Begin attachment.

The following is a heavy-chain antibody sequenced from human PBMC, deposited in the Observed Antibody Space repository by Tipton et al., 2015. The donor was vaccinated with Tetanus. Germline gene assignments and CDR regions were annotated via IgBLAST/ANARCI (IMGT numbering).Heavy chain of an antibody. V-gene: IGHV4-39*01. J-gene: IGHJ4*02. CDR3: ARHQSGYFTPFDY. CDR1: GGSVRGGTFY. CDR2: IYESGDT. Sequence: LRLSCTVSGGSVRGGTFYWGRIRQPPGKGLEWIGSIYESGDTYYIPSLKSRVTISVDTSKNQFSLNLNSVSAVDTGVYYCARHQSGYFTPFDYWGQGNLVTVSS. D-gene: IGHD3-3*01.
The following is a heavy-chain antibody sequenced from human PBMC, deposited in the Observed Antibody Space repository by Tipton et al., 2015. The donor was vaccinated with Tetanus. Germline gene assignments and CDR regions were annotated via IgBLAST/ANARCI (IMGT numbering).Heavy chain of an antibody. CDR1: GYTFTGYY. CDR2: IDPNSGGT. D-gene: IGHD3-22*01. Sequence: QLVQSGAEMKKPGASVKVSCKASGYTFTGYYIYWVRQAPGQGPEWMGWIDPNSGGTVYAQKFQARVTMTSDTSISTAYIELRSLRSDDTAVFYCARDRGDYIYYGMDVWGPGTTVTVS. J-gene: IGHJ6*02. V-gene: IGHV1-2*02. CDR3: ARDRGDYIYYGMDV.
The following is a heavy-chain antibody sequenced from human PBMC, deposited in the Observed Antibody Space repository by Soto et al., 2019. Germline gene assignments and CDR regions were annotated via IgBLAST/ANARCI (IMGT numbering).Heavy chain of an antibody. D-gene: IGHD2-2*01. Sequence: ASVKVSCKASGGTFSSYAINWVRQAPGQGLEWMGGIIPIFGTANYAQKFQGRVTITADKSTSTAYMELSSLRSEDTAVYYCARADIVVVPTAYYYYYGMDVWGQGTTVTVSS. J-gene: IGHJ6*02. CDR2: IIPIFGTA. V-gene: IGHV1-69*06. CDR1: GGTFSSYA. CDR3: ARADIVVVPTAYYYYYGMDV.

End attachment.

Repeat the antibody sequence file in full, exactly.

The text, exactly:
The following is a heavy-chain antibody sequenced from human PBMC, deposited in the Observed Antibody Space repository by Tipton et al., 2015. The donor was vaccinated with Tetanus. Germline gene assignments and CDR regions were annotated via IgBLAST/ANARCI (IMGT numbering).Heavy chain of an antibody. V-gene: IGHV4-39*01. J-gene: IGHJ4*02. CDR3: ARHQSGYFTPFDY. CDR1: GGSVRGGTFY. CDR2: IYESGDT. Sequence: LRLSCTVSGGSVRGGTFYWGRIRQPPGKGLEWIGSIYESGDTYYIPSLKSRVTISVDTSKNQFSLNLNSVSAVDTGVYYCARHQSGYFTPFDYWGQGNLVTVSS. D-gene: IGHD3-3*01.
The following is a heavy-chain antibody sequenced from human PBMC, deposited in the Observed Antibody Space repository by Tipton et al., 2015. The donor was vaccinated with Tetanus. Germline gene assignments and CDR regions were annotated via IgBLAST/ANARCI (IMGT numbering).Heavy chain of an antibody. CDR1: GYTFTGYY. CDR2: IDPNSGGT. D-gene: IGHD3-22*01. Sequence: QLVQSGAEMKKPGASVKVSCKASGYTFTGYYIYWVRQAPGQGPEWMGWIDPNSGGTVYAQKFQARVTMTSDTSISTAYIELRSLRSDDTAVFYCARDRGDYIYYGMDVWGPGTTVTVS. J-gene: IGHJ6*02. V-gene: IGHV1-2*02. CDR3: ARDRGDYIYYGMDV.
The following is a heavy-chain antibody sequenced from human PBMC, deposited in the Observed Antibody Space repository by Soto et al., 2019. Germline gene assignments and CDR regions were annotated via IgBLAST/ANARCI (IMGT numbering).Heavy chain of an antibody. D-gene: IGHD2-2*01. Sequence: ASVKVSCKASGGTFSSYAINWVRQAPGQGLEWMGGIIPIFGTANYAQKFQGRVTITADKSTSTAYMELSSLRSEDTAVYYCARADIVVVPTAYYYYYGMDVWGQGTTVTVSS. J-gene: IGHJ6*02. CDR2: IIPIFGTA. V-gene: IGHV1-69*06. CDR1: GGTFSSYA. CDR3: ARADIVVVPTAYYYYYGMDV.